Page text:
Table 2

Risk factors for mortality in patients with Citrobacter bacteremia

Univariate analysis Multivariate analysis
Odds ratio CI (95%) P Odds ratio CI (95%) P
Age (age <75 years vs. ≥75 years) 0.300 0.032–2.849 0.294
Charlson comorbidity index 1.596 1.075–2.369 0.020 1.944 0.923–4.093 0.080
Nosocomial acquisition 9.583 1.002–91.621 0.050
Primary site of infection:
Hepatobiliary tract vs. others 79.420 −5.591–12.200 0.342
Polymicrobial bacteremia 49.254 −1.777–13.753 0.312
Pitt bacteremia score 1.903 1.508–3.421 0.032 3.725 0.910–15.247 0.067
Appropriate initial antibiotics 0.188 0.024–1.485 0.113
Invasive drainage 38.750 3.564–421.301 0.003 28.008 0.787–997.115 0.067
CI, confidence interval; vs., versus.

3. Antimicrobial susceptibilities

Antimicrobial susceptibility data were available in 42 blood isolates, and rate of antimicrobial susceptibility are presented in Table 3. Comparing the first 6 years (from 2007 to 2012) and the last 5 years (from 2013 to 2017), no change was observed in the rate of resistance to the tested antibiotics. Additionally, no significant difference in antimicrobial susceptibilities was observed between C. freudii and non-freundii (data not shown). Compared with community-acquired infection, Citrobacter spp. isolated from patients with nosocomial infection had decreased susceptibility to ceftazidime (22/25, 88.0% vs. 8/17, 47.1%; P = 0.011) and aztreonam (22/25, 88.0% vs. 9/17, 52.9%; P = 0.029). All isolates were susceptible to carbapenems.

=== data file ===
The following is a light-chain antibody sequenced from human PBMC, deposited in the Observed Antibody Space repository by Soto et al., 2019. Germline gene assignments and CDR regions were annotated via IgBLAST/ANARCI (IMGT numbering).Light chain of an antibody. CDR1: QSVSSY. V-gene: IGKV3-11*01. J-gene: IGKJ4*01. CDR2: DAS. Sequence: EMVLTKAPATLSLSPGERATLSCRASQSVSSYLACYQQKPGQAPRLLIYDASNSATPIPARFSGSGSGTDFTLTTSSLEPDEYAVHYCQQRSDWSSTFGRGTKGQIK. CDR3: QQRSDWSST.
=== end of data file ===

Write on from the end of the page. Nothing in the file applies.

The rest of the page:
Table 3

Antimicrobial susceptibility rates of Citrobacter isolates

Number of patients (%)a 2007–2012 (N = 18) 2013–2017 (N = 24) Total (N = 42) P
Amikacin 18 (100.0) 23 (95.8) 41 (97.6) 1.000
Amoxicillin/clavulanic acid 4 (22.2) 3 (12.5) 7 (16.7) 0.676
Ampicillin 1 (5.6) 3 (12.5) 4 (9.5) 0.820
Aztreonam 11 (61.1) 20 (83.3) 31 (73.8) 0.205
Cefazolin 2 (11.1) 2 (8.3) 4 (9.5) 1.000
Cefepime 17 (94.4) 22 (91.7) 39 (92.9) 1.000
Cefotaxime 12 (66.7) 18 (75.0) 30 (71.4) 0.805
Cefoxitin 4 (22.2) 2 (8.3) 6 (14.3) 0.408